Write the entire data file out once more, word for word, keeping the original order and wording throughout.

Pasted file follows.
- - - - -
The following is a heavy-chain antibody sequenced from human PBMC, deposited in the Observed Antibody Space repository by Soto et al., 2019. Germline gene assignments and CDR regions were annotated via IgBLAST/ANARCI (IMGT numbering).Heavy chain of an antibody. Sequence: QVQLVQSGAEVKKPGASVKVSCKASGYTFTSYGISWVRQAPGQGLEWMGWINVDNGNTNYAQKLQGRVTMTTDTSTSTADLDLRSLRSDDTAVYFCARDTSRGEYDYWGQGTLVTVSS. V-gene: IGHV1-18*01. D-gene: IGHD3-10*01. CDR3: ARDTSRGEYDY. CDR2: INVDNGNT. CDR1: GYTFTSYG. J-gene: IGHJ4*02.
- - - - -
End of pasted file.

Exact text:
The following is a heavy-chain antibody sequenced from human PBMC, deposited in the Observed Antibody Space repository by Soto et al., 2019. Germline gene assignments and CDR regions were annotated via IgBLAST/ANARCI (IMGT numbering).Heavy chain of an antibody. Sequence: QVQLVQSGAEVKKPGASVKVSCKASGYTFTSYGISWVRQAPGQGLEWMGWINVDNGNTNYAQKLQGRVTMTTDTSTSTADLDLRSLRSDDTAVYFCARDTSRGEYDYWGQGTLVTVSS. V-gene: IGHV1-18*01. D-gene: IGHD3-10*01. CDR3: ARDTSRGEYDY. CDR2: INVDNGNT. CDR1: GYTFTSYG. J-gene: IGHJ4*02.